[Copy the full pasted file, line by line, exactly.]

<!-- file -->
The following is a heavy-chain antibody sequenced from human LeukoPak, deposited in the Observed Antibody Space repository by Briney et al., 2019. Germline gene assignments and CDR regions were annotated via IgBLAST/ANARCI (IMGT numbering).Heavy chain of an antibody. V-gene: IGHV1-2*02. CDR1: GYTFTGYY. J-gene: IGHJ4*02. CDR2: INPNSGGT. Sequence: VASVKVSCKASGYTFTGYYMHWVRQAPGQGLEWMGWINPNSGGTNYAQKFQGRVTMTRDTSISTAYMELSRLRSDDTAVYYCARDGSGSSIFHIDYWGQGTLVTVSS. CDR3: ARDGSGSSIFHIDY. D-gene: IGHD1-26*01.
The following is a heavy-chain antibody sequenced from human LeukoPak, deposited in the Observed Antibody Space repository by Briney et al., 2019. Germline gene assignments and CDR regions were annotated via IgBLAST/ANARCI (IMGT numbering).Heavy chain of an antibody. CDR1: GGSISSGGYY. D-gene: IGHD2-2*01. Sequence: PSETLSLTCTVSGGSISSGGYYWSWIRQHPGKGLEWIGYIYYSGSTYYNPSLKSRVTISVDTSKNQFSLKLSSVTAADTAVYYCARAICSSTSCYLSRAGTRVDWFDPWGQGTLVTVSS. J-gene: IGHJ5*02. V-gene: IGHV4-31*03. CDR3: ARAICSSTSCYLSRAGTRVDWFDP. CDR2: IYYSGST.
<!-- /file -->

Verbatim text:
The following is a heavy-chain antibody sequenced from human LeukoPak, deposited in the Observed Antibody Space repository by Briney et al., 2019. Germline gene assignments and CDR regions were annotated via IgBLAST/ANARCI (IMGT numbering).Heavy chain of an antibody. V-gene: IGHV1-2*02. CDR1: GYTFTGYY. J-gene: IGHJ4*02. CDR2: INPNSGGT. Sequence: VASVKVSCKASGYTFTGYYMHWVRQAPGQGLEWMGWINPNSGGTNYAQKFQGRVTMTRDTSISTAYMELSRLRSDDTAVYYCARDGSGSSIFHIDYWGQGTLVTVSS. CDR3: ARDGSGSSIFHIDY. D-gene: IGHD1-26*01.
The following is a heavy-chain antibody sequenced from human LeukoPak, deposited in the Observed Antibody Space repository by Briney et al., 2019. Germline gene assignments and CDR regions were annotated via IgBLAST/ANARCI (IMGT numbering).Heavy chain of an antibody. CDR1: GGSISSGGYY. D-gene: IGHD2-2*01. Sequence: PSETLSLTCTVSGGSISSGGYYWSWIRQHPGKGLEWIGYIYYSGSTYYNPSLKSRVTISVDTSKNQFSLKLSSVTAADTAVYYCARAICSSTSCYLSRAGTRVDWFDPWGQGTLVTVSS. J-gene: IGHJ5*02. V-gene: IGHV4-31*03. CDR3: ARAICSSTSCYLSRAGTRVDWFDP. CDR2: IYYSGST.